Matthew A. Mickens, Ph.D.
Chief Science Officer
As an alumnus of NC A&T State University, Dr. Matthew Mickens was awarded the North Carolina Space Grant Fellowship in 2007 which supported his Master’s thesis on using luminescent minerals as a means to detect UV radiation. He was also awarded the NCSG in 2009 but waived the funding to accept the NASA Harriett G. Jenkins Predoctoral Fellowship award which supported the last 3 years of his Ph.D. studies to fabricate luminescent materials for LED lighting systems. The Jenkins fellowship also sponsored an internship opportunity for him at the Kennedy Space Center, which would lead to him being awarded a position in the NASA Postdoctoral Program at KSC. There he studied LED light recipes for growing salad crops in space, produced several groundbreaking publications, and was awarded the 2017 NASA Mentor of the Year for his achievements in mentoring his own NASA interns. Mickens is now Chief Science Officer for Martian Farms, which is an up-and-coming launcher of indoor vertical farms globally. Mickens serves on the NC Space Grant Advisory Board.
Director of Advanced Concepts
John Fuller is the Director of Advanced Concepts at Virgin Orbit in Long Beach, CA. John has been with the Virgin team since 2016, and is responsible for the conceptual, financial, and competitive evaluation of developmental programs. Prior to joining Virgin, he worked at Orbital ATK as a systems and GN&C engineer on several vehicle and spacecraft developments including the Orion Launch Abort System, Antares, Stratolaunch, OmegA, Cygnus, and Al-Yah 3 programs. Before Orbital he completed research in-residence at NASA Langley Research Center made possible by the North Carolina Space Grant, working to simulate the flight dynamics and trajectories of human and robotic exploration systems including Orion, Curiosity, Odyssey, and the Mars Reconnaissance Orbiter. John is a native of Raleigh, North Carolina and holds degrees in Aerospace Engineering from NC State. He is a certificated private pilot, and a senior member of the American Institute of Aeronautics and Astronautics since 2006 where he currently serves on two technical subcommittees dealing with Reusable Launch Vehicles and Nuclear and Future Flight Propulsion.
Kirsten R. Hall, Ph.D.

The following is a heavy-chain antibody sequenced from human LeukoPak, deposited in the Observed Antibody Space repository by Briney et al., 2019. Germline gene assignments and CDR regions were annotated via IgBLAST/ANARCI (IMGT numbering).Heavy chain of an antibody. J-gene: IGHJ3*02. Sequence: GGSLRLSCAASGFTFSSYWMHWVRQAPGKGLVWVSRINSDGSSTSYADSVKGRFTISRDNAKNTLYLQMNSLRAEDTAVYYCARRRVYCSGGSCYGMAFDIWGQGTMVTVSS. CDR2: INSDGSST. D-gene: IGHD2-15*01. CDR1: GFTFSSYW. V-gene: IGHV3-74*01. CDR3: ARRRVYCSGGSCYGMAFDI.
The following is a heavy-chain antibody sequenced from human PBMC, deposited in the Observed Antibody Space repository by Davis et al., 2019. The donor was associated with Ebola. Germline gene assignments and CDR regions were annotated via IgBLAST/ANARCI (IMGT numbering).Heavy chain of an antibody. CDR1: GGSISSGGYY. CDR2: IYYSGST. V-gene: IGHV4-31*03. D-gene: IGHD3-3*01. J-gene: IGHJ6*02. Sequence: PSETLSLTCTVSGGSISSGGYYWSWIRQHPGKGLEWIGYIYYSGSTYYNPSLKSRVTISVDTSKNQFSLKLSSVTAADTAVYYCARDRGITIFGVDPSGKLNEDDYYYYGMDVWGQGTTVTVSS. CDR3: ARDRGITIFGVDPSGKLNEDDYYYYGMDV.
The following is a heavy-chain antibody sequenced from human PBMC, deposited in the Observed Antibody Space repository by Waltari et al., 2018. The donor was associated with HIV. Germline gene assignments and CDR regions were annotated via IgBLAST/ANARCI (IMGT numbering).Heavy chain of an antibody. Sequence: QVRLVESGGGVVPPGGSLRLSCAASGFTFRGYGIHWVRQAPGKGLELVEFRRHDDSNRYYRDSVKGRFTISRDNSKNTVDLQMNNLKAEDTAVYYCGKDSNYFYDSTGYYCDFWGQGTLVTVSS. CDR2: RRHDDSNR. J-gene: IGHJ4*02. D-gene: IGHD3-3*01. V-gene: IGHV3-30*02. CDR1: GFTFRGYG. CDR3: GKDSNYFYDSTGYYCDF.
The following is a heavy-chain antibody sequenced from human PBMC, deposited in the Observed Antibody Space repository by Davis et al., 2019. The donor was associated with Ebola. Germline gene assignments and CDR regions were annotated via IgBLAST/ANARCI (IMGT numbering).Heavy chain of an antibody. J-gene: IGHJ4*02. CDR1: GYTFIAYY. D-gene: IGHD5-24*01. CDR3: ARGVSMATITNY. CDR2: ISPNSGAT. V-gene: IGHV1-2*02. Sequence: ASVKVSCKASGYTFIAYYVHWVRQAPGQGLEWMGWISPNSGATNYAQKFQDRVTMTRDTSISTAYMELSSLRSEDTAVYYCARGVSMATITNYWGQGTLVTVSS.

Schmidt Science Fellow and Smithsonian Astrophysical Observatory Postdoctoral Fellow
Harvard and Smithsonian Center for Astrophysics
Dr. Kirsten R. Hall is a Schmidt Science Fellow and Smithsonian Astrophysical Observatory Postdoctoral Fellow at the Harvard and Smithsonian Center for Astrophysics. She is an interdisciplinary scientist with a current focus on atmospheric dynamics and climate change as a Schmidt Science Fellow. She is an astrophysicist by training, specializing in galaxy evolution and the large-scale structure of the Universe as observed by radio and far-infrared telescopes. She also holds expert knowledge of active, supermassive blackholes residing at the centers of galaxies.
Dr. Hall obtained her PhD in Astrophysics from the Johns Hopkins University in 2020. She got her start as an astrophysicist with the gracious support of the NC Space Grant while working on her bachelor’s degree in Physics, with Astrophysics concentration, at the University of North Carolina at Chapel Hill. NC Space Grant helped to fund her undergraduate research, which involved observing with the Arecibo radio telescope in Puerto Rico.
Lynnae C. Quick, Ph.D.
Planetary Scientist and Associate Branch Head
NASA Goddard Space Flight Center
Lynnae C. Quick is a planetary scientist and associate branch head in the Planetary Geology, Geophysics, and Geochemistry (PG3) Laboratory at NASA’s Goddard Space Flight Center in Greenbelt, Maryland. Her scientific work focuses on modeling geological processes on the planets and moons in our solar system and constraining rates of geological activity on low-mass extrasolar planets. She is a co-investigator on NASA’s Europa Clipper and Dragonfly Missions, is a member of the steering committee for NASA’s Outer Planets Assessment Group (OPAG), and serves as co-chair of the of the National Society of Black Physicists’ Earth and Planetary Systems Sciences section.
Dr. Quick received a bachelor’s degree in physics from North Carolina A&T State University and an M.S. in physics, with an astrophysics concentration, from the Catholic University of America. She obtained a Ph.D. in Earth and Planetary Sciences from the Johns Hopkins University. Between 2013 and 2015, Dr. Quick was a NASA Postdoctoral Program (NPP) Fellow in the Planetary Geodynamics Laboratory at NASA’s Goddard Space Flight Center. During her senior year at North Carolina A&T, Dr. Quick was accepted into the NASA Academy summer internship program at Goddard Space Flight Center, an internship which was made possible through generous funding from the North Carolina Space Grant.